Looking at this hot mug of lemon tea, I think this is where it’s at. Your head can be such a disarray of scrambled noise that often you forget to actually pay attention to anything that is present. Yet when the smells start turning on the olfactory sensors, when the eyes are bewildered by vapour that creases the air like it were silk, it’s then I remember that I am a sentient being, and that I am feeling. And that I am reflecting. Or more so am able to reflect. What do I know about this tea? I know water-mediated existence is watching water change states of existence. I know that every whisper of steam reflects a million molecules’ energised attempt to escape the cauldron. And transfixed further, the heat and the swirling does not today take me through my own memories, but back through the minds of man at different times. While I know the pensive mind has always revelled in such simple stupor, I can’t help but be perplexed by how differently we will have interpreted the phenomena. Steam; an escaping soul to the old animist, an act of god to the ancient Greek, an illusion constructed by the visual cortex in response to fragmented light reflections, to the 21st century man of learning. And these are not just different explanations, but represent completely different feelings, completely different perceptions, completely different consciousnesses, as varied from one another as successive generations are to each other. The result is a reality so malleable, as to be as ever-changing as the water, which turns from tea to body, and from breath to air.

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50 euros for a slap on the back

In my tutoring career’s twilight, reflection cannot help but breed in the newly cast shadows. Eduardo, who may well be one of my last students, provides a ripe opportunity for pupil mediated self-dissection. He sits at the table, chugging along through rote mathematics. Rote learning, you scoff, is this 1920? No, it’s 2016 (your stupid question deserves a stupid answer). Teaching maths has bestowed upon me a much deeper understanding of the properties of numbers, and this ability is born not only from continual exposure to conversation, but to exercise. So I make the boy exercise. The explanation already presented, my work thus done, I twiddle my thumbs for the best part of an hour, only breaking twiddle to correct the odd error. The end of our time approaches, and I’ve come to realise that this is the moment I make my money; I load Eduardo with compliments, unique to him, unique to what he’s achieved that day, and I mean every one of them. There are many things I fail to do in lessons, but a slap on the back at its end, remains my ever-constant and all important feature. While I still don’t find fault in this method, reflecting as I am now, I will concede that it can however, occasionally, seem (perhaps) a slightly overpaid gesture.


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Military Indecision


In the encirclement of Stalingrad, General Paulus’ 6th army suffered from two critical moments of indecision. Failing to appreciate the gravity of the Russian threat from the west flank, they moved too late. Then, as encirclement seemed inevitable, Paulus took no initiative to attempt a breakthrough before its position solidified. The result of this stagnation was a frozen doom, in their infamous ‘fortress without a roof.’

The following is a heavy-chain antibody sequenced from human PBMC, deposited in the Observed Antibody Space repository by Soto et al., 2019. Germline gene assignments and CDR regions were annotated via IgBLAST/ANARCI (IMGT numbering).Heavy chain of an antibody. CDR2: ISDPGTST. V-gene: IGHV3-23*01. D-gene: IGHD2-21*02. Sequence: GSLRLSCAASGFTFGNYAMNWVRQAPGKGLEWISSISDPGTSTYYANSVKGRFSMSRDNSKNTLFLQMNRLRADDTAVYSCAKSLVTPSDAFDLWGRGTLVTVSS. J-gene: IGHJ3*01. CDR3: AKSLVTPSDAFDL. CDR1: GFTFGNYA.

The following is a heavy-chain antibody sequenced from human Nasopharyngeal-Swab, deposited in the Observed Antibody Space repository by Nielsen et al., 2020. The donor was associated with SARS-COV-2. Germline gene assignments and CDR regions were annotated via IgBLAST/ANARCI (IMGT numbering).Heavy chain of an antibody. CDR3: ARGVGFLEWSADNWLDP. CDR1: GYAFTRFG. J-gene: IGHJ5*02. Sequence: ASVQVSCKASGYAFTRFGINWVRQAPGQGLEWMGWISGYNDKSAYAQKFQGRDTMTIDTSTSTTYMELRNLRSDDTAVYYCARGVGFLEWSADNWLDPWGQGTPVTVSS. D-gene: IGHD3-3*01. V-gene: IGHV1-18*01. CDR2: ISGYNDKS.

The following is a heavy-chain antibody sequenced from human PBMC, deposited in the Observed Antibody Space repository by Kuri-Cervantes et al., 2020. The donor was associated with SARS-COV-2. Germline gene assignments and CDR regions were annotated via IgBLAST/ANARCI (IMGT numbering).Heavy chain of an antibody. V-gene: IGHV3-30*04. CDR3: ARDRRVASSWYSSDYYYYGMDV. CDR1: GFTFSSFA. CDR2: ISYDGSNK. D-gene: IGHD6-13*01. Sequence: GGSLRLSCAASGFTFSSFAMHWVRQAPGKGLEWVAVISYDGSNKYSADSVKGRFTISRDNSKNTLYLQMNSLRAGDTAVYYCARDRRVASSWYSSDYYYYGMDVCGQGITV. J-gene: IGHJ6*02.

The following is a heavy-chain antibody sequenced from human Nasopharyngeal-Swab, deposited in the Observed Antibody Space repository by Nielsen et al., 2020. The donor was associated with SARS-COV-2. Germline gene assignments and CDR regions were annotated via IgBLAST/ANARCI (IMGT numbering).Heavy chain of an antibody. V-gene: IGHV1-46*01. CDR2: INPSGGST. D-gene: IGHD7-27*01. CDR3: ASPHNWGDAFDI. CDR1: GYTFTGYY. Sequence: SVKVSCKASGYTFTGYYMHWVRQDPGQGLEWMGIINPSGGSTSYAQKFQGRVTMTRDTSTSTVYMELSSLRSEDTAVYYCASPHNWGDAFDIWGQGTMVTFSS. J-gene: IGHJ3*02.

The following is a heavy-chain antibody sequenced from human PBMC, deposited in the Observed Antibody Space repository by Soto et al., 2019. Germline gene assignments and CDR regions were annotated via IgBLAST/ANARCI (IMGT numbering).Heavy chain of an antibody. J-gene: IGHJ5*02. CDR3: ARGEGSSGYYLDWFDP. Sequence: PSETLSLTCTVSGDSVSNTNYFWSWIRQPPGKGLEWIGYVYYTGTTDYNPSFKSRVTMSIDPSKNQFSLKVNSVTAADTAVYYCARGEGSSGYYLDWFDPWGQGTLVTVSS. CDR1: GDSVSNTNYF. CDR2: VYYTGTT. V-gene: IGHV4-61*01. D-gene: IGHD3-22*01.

In my life in the 21st century, the closest feeling I get toward any kind of impending doom is the panic of air travel. That is not to say I fear flying, but more so, I fear not flying:

I have a horrible tendency to miss flights.

Now this defeat can be achieved through a variety of tactical miscalculations.

The most reoccurring blunder occurs in the booking operation, where I aim for the wrong date and fire with the mouse. Additional problems have arisen from logistical errors in the transport division; unexpected sabotage of railways, enemy cars blocking motorway progress… all resulting in decisive delays. The supply chain has also known to falter, where once I arrived for a Ryanair flight without the necessary papers.

However there have been victories too. Recognising the risk of a potential wrong date, a quick call to Easyjet head of commands, India division, allowed rapid recoordination without inflicting any monetary casualty. I have also been known to see danger as it emerges, and have frequently radioed in taxi support at critical moments.

While the tactics may change, as with the victors and losers, a battle it always remains. And a battle changes a man. It makes a general of a civilian; you learn to see the weaknesses,  know your surroundings, detect the scent of risks, and react unnervingly.

Reading Stalingrad made me all the more prepared for the battle I were to face this morning. Online checkin for a 2pm flight did not work at 10am, displaying ‘currently not available, try later or at the booking desk.’ Enemy deception if ever such a thing existed. Danger signals flashed, and thinking to Paulus, I reflected upon the risks of hesitation. A train for the airport left in 10 minutes, without knowing anything for sure, I packed a bag in 30 seconds and ran to the station, leaping through the enemy barrier with great bravery as I boarded the train without any papers, seconds before departure. War means sacrifice, and I hence had to lose a few euros for a taxi between the terminals.

But upon arrival at the Easyjet trench my worst fears were confirmed: overbooking! The hydrogen bomb of the commercial flight sector. My flight had cost me 250 sterling soldiers, and my mission was crucial; retreat was not an option. However the early and immediate action I had shown under pressure proved crucial, as being the first of the overbooked to have arrived, I was instantly provided a ticket. Pure exultation took me as I revelled in the thrill of victory.

Though as with any victory in war, the feelings in its aftermath slowly start to sour. Like those lucky enough to have been flown out in the final luftwaffe flights from Stalingrad, I am left with some kind of survivor complex. Why is it me who can go through? What of the others? As I write now, a man, a woman,  a child, suffers below at the trench, as the Easyjet lady does not yield. They realise the overbooking has encircled them, and that, unaware of the impending doom, they had attempted their breakthrough too late.

As many of you who read this account of battle are friend and family, I can understand that you will be grateful that I have made it.

Some of us shall see each other this evening, and rejoice.

However I hope you will also take a moment to think upon those whose place I took, and those who did not make it, and the families and friends in London that they will not be able to see again (this weekend).

To the fallen, I salute you…

General Lynn-Evans.